The Arab League officially called the League of Arab States, is a regional organization of Arab economies in North and Northeast Africa, and Southwest Asia (Middle East). It was formed in Cairo on 22 March 1945 with six members: Egypt, Iraq, Transjordan (renamed Jordan in 1949), Lebanon, Saudi Arabia, Syria and Yemen. The Arab League currently has 22 members and four observers. The main goal of the league is to "draw closer the relations between member States and co-ordinate collaboration between them, to safeguard their independence and sovereignty, and to consider in a general way the affairs and interests of the Arab countries. The Arab League has played a role in shaping school curricula, advancing the role of women in the Arab societies, promoting child welfare, encouraging youth and sports programs, preserving Arab cultural heritage, and fostering cultural exchanges between the member states.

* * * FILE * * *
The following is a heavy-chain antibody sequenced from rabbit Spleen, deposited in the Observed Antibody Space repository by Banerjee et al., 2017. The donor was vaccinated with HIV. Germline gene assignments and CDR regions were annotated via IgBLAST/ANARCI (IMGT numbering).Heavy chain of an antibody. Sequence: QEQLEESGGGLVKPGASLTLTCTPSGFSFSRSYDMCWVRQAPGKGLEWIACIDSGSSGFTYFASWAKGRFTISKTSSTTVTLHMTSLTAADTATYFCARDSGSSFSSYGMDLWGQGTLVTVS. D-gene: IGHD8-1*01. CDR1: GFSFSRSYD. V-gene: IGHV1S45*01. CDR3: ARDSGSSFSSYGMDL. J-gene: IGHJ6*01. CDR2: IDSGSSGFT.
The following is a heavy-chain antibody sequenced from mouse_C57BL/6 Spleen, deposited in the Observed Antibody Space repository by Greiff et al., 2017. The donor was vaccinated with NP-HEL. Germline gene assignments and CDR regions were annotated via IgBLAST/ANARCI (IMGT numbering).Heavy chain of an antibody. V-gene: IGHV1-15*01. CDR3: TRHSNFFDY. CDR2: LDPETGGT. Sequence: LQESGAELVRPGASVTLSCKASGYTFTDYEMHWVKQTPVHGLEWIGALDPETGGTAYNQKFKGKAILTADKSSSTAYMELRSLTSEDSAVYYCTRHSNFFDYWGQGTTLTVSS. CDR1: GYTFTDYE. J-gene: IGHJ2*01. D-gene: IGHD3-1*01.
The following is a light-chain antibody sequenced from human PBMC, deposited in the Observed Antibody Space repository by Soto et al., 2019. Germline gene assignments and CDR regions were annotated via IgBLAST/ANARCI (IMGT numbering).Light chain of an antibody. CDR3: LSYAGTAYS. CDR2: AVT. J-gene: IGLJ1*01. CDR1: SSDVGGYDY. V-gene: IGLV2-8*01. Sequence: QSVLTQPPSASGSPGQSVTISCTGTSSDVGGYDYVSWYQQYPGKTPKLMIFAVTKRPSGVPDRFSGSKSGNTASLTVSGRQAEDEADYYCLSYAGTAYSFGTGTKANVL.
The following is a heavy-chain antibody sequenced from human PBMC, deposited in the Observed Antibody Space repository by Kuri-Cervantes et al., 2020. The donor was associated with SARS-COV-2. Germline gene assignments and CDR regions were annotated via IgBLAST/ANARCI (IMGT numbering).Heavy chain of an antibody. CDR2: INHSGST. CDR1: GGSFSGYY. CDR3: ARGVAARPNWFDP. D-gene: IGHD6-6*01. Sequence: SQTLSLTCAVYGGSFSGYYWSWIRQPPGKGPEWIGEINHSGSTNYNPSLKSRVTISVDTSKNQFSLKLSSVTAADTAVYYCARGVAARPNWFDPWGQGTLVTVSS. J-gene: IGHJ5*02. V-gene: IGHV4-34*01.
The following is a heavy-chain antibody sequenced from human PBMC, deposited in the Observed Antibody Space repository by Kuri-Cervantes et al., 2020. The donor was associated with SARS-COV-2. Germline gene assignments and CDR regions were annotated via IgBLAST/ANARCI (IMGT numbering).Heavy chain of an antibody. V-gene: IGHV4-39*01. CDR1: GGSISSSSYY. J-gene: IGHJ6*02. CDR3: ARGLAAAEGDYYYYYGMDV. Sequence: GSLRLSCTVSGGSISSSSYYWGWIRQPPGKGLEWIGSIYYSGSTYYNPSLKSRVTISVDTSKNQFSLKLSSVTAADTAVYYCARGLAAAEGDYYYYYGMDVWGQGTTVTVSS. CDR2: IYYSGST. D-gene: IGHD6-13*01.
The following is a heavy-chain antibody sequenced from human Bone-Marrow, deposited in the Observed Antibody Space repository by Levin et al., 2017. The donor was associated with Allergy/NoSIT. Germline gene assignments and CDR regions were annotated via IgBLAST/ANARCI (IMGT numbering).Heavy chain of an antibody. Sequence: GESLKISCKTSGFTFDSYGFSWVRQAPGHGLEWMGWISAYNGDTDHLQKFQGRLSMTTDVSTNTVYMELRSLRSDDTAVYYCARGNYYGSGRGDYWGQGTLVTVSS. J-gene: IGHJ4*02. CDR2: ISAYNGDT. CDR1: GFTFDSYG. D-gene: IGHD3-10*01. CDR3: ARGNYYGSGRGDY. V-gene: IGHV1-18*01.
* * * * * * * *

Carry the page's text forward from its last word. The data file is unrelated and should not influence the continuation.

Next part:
Nabil el-Arabi was elected secretary-general of the Arab League in May 2011, succeeding fellow-Egyptian Amr Moussa. He took office in July.
Born in 1935 and a lawyer by training, Mr El-Arabi had a long career in the Egyptian diplomatic corps, and played a significant role in negotiations with Israel from the Camp David accords onwards.
During the uprising against President Hosni Mubarak in early 2011 Mr El-Arabi was one of a group of senior public figures who mediated the president's departure. He briefly served as foreign minister before taking up his post at the Arab League. All secretaries-general of the League have been Egyptians, except for the period 1979-1991 when Egypt was expelled over its peace treaty with Israel.